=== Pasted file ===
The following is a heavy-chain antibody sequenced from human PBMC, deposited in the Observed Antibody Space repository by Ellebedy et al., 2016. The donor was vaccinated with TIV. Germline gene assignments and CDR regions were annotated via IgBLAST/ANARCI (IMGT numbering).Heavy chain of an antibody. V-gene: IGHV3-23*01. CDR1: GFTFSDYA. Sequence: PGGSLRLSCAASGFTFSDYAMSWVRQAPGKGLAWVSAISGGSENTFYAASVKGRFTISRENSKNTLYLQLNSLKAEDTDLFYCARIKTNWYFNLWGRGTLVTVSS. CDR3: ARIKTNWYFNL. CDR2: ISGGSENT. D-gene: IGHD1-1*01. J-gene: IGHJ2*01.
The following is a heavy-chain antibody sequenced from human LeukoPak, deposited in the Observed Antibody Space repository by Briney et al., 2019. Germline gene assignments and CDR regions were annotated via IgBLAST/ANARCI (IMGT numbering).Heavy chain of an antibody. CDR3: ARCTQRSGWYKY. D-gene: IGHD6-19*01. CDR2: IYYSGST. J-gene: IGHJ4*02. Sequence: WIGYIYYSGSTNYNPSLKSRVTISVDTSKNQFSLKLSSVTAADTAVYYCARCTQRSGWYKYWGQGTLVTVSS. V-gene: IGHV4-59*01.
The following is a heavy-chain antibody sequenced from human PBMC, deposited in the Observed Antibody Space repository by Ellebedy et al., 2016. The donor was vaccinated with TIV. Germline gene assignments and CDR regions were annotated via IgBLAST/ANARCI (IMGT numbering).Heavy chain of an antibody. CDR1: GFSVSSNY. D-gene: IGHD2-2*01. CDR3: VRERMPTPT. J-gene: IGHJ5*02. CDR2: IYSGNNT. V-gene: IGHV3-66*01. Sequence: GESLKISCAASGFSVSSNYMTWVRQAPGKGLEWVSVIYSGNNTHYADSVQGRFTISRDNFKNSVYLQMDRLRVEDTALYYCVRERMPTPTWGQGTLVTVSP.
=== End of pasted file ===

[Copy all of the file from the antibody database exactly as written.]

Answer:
The following is a heavy-chain antibody sequenced from human PBMC, deposited in the Observed Antibody Space repository by Ellebedy et al., 2016. The donor was vaccinated with TIV. Germline gene assignments and CDR regions were annotated via IgBLAST/ANARCI (IMGT numbering).Heavy chain of an antibody. V-gene: IGHV3-23*01. CDR1: GFTFSDYA. Sequence: PGGSLRLSCAASGFTFSDYAMSWVRQAPGKGLAWVSAISGGSENTFYAASVKGRFTISRENSKNTLYLQLNSLKAEDTDLFYCARIKTNWYFNLWGRGTLVTVSS. CDR3: ARIKTNWYFNL. CDR2: ISGGSENT. D-gene: IGHD1-1*01. J-gene: IGHJ2*01.
The following is a heavy-chain antibody sequenced from human LeukoPak, deposited in the Observed Antibody Space repository by Briney et al., 2019. Germline gene assignments and CDR regions were annotated via IgBLAST/ANARCI (IMGT numbering).Heavy chain of an antibody. CDR3: ARCTQRSGWYKY. D-gene: IGHD6-19*01. CDR2: IYYSGST. J-gene: IGHJ4*02. Sequence: WIGYIYYSGSTNYNPSLKSRVTISVDTSKNQFSLKLSSVTAADTAVYYCARCTQRSGWYKYWGQGTLVTVSS. V-gene: IGHV4-59*01.
The following is a heavy-chain antibody sequenced from human PBMC, deposited in the Observed Antibody Space repository by Ellebedy et al., 2016. The donor was vaccinated with TIV. Germline gene assignments and CDR regions were annotated via IgBLAST/ANARCI (IMGT numbering).Heavy chain of an antibody. CDR1: GFSVSSNY. D-gene: IGHD2-2*01. CDR3: VRERMPTPT. J-gene: IGHJ5*02. CDR2: IYSGNNT. V-gene: IGHV3-66*01. Sequence: GESLKISCAASGFSVSSNYMTWVRQAPGKGLEWVSVIYSGNNTHYADSVQGRFTISRDNFKNSVYLQMDRLRVEDTALYYCVRERMPTPTWGQGTLVTVSP.